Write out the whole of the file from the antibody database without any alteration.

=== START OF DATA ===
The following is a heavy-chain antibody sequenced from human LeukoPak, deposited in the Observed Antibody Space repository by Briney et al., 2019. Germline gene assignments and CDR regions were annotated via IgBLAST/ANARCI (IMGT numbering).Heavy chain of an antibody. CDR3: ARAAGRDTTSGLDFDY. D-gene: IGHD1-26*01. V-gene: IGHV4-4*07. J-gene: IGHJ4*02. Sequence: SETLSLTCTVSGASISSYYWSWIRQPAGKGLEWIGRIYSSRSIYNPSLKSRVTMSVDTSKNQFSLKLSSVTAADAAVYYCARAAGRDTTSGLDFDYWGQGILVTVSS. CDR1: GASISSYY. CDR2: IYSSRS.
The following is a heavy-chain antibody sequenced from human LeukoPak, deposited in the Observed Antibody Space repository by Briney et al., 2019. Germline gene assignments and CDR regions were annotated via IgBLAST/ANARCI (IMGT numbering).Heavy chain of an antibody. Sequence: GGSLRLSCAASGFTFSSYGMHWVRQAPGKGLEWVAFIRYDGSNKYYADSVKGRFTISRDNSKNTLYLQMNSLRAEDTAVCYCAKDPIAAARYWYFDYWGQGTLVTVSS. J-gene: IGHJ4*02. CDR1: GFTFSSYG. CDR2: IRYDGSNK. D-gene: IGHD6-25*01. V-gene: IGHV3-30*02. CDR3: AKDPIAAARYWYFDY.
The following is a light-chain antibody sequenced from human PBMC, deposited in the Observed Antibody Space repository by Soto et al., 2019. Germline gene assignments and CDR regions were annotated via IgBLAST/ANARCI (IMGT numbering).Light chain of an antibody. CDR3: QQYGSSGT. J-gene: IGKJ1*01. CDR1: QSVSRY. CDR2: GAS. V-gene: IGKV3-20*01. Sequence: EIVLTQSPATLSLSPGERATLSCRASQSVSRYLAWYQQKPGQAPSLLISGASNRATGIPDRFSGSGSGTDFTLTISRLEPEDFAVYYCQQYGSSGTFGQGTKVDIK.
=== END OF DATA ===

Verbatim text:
The following is a heavy-chain antibody sequenced from human LeukoPak, deposited in the Observed Antibody Space repository by Briney et al., 2019. Germline gene assignments and CDR regions were annotated via IgBLAST/ANARCI (IMGT numbering).Heavy chain of an antibody. CDR3: ARAAGRDTTSGLDFDY. D-gene: IGHD1-26*01. V-gene: IGHV4-4*07. J-gene: IGHJ4*02. Sequence: SETLSLTCTVSGASISSYYWSWIRQPAGKGLEWIGRIYSSRSIYNPSLKSRVTMSVDTSKNQFSLKLSSVTAADAAVYYCARAAGRDTTSGLDFDYWGQGILVTVSS. CDR1: GASISSYY. CDR2: IYSSRS.
The following is a heavy-chain antibody sequenced from human LeukoPak, deposited in the Observed Antibody Space repository by Briney et al., 2019. Germline gene assignments and CDR regions were annotated via IgBLAST/ANARCI (IMGT numbering).Heavy chain of an antibody. Sequence: GGSLRLSCAASGFTFSSYGMHWVRQAPGKGLEWVAFIRYDGSNKYYADSVKGRFTISRDNSKNTLYLQMNSLRAEDTAVCYCAKDPIAAARYWYFDYWGQGTLVTVSS. J-gene: IGHJ4*02. CDR1: GFTFSSYG. CDR2: IRYDGSNK. D-gene: IGHD6-25*01. V-gene: IGHV3-30*02. CDR3: AKDPIAAARYWYFDY.
The following is a light-chain antibody sequenced from human PBMC, deposited in the Observed Antibody Space repository by Soto et al., 2019. Germline gene assignments and CDR regions were annotated via IgBLAST/ANARCI (IMGT numbering).Light chain of an antibody. CDR3: QQYGSSGT. J-gene: IGKJ1*01. CDR1: QSVSRY. CDR2: GAS. V-gene: IGKV3-20*01. Sequence: EIVLTQSPATLSLSPGERATLSCRASQSVSRYLAWYQQKPGQAPSLLISGASNRATGIPDRFSGSGSGTDFTLTISRLEPEDFAVYYCQQYGSSGTFGQGTKVDIK.